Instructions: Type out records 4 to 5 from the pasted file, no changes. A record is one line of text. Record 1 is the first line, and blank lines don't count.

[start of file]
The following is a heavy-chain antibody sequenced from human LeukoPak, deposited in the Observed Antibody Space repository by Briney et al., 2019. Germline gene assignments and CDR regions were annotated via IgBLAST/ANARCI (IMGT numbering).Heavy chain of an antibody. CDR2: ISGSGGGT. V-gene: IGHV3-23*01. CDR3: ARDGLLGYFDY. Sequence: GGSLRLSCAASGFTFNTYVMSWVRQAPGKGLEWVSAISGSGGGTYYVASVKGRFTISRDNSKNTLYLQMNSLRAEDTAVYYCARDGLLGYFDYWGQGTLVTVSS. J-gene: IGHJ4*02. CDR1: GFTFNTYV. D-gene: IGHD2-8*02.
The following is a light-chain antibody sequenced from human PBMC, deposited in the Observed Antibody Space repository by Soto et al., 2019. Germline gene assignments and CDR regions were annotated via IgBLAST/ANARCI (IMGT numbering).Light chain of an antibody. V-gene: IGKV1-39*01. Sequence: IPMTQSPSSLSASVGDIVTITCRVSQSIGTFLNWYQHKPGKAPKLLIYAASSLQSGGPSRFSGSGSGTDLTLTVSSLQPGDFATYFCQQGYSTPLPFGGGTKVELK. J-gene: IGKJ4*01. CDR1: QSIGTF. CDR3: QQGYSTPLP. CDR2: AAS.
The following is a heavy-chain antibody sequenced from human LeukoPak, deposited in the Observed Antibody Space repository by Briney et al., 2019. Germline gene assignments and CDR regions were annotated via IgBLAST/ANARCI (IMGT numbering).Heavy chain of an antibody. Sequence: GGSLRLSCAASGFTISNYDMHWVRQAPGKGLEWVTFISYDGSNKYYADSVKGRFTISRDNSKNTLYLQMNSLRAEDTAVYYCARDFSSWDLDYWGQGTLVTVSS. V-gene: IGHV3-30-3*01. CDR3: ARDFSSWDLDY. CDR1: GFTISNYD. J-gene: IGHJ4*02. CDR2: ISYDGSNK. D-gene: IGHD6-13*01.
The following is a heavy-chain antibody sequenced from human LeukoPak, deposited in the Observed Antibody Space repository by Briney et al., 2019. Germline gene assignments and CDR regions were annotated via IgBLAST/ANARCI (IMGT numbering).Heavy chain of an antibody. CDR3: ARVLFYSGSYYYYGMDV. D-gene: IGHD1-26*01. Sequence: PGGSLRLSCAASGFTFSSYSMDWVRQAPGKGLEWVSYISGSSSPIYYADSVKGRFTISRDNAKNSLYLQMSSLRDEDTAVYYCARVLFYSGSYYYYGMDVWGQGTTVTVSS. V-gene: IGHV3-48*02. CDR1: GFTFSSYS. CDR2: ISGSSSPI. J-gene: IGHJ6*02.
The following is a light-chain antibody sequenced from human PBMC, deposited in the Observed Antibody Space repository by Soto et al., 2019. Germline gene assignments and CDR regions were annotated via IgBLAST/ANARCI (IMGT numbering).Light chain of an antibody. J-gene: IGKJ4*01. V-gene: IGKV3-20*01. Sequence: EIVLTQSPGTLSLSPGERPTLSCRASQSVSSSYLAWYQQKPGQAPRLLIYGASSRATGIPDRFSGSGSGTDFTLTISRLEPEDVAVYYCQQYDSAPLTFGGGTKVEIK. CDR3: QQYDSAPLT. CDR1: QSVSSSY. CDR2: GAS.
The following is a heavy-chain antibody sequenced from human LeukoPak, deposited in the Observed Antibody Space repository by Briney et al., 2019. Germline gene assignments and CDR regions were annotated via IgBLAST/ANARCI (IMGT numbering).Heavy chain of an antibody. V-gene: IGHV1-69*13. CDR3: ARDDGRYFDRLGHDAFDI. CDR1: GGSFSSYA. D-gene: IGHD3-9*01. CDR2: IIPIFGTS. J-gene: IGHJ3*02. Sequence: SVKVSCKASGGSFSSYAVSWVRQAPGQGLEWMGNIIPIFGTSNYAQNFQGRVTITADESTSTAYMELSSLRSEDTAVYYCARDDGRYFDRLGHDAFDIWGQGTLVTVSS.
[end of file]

The following is a heavy-chain antibody sequenced from human LeukoPak, deposited in the Observed Antibody Space repository by Briney et al., 2019. Germline gene assignments and CDR regions were annotated via IgBLAST/ANARCI (IMGT numbering).Heavy chain of an antibody. CDR3: ARVLFYSGSYYYYGMDV. D-gene: IGHD1-26*01. Sequence: PGGSLRLSCAASGFTFSSYSMDWVRQAPGKGLEWVSYISGSSSPIYYADSVKGRFTISRDNAKNSLYLQMSSLRDEDTAVYYCARVLFYSGSYYYYGMDVWGQGTTVTVSS. V-gene: IGHV3-48*02. CDR1: GFTFSSYS. CDR2: ISGSSSPI. J-gene: IGHJ6*02.
The following is a light-chain antibody sequenced from human PBMC, deposited in the Observed Antibody Space repository by Soto et al., 2019. Germline gene assignments and CDR regions were annotated via IgBLAST/ANARCI (IMGT numbering).Light chain of an antibody. J-gene: IGKJ4*01. V-gene: IGKV3-20*01. Sequence: EIVLTQSPGTLSLSPGERPTLSCRASQSVSSSYLAWYQQKPGQAPRLLIYGASSRATGIPDRFSGSGSGTDFTLTISRLEPEDVAVYYCQQYDSAPLTFGGGTKVEIK. CDR3: QQYDSAPLT. CDR1: QSVSSSY. CDR2: GAS.